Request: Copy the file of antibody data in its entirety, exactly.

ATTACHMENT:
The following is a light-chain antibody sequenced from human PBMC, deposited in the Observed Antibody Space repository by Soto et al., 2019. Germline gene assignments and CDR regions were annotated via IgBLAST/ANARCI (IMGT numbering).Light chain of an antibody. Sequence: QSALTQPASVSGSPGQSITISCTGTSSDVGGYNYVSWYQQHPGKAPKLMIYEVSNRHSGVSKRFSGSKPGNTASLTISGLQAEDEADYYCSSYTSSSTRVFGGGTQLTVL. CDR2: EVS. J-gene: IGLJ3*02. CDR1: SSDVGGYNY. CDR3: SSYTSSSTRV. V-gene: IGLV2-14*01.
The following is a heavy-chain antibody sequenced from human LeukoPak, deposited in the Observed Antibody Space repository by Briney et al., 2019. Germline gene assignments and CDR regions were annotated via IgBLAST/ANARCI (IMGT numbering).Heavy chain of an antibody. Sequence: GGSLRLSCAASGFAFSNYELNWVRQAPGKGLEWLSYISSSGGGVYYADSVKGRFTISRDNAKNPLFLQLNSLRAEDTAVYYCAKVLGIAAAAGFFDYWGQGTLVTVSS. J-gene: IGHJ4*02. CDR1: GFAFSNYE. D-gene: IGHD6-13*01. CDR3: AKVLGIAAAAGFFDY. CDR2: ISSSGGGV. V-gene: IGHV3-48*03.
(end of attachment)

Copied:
The following is a light-chain antibody sequenced from human PBMC, deposited in the Observed Antibody Space repository by Soto et al., 2019. Germline gene assignments and CDR regions were annotated via IgBLAST/ANARCI (IMGT numbering).Light chain of an antibody. Sequence: QSALTQPASVSGSPGQSITISCTGTSSDVGGYNYVSWYQQHPGKAPKLMIYEVSNRHSGVSKRFSGSKPGNTASLTISGLQAEDEADYYCSSYTSSSTRVFGGGTQLTVL. CDR2: EVS. J-gene: IGLJ3*02. CDR1: SSDVGGYNY. CDR3: SSYTSSSTRV. V-gene: IGLV2-14*01.
The following is a heavy-chain antibody sequenced from human LeukoPak, deposited in the Observed Antibody Space repository by Briney et al., 2019. Germline gene assignments and CDR regions were annotated via IgBLAST/ANARCI (IMGT numbering).Heavy chain of an antibody. Sequence: GGSLRLSCAASGFAFSNYELNWVRQAPGKGLEWLSYISSSGGGVYYADSVKGRFTISRDNAKNPLFLQLNSLRAEDTAVYYCAKVLGIAAAAGFFDYWGQGTLVTVSS. J-gene: IGHJ4*02. CDR1: GFAFSNYE. D-gene: IGHD6-13*01. CDR3: AKVLGIAAAAGFFDY. CDR2: ISSSGGGV. V-gene: IGHV3-48*03.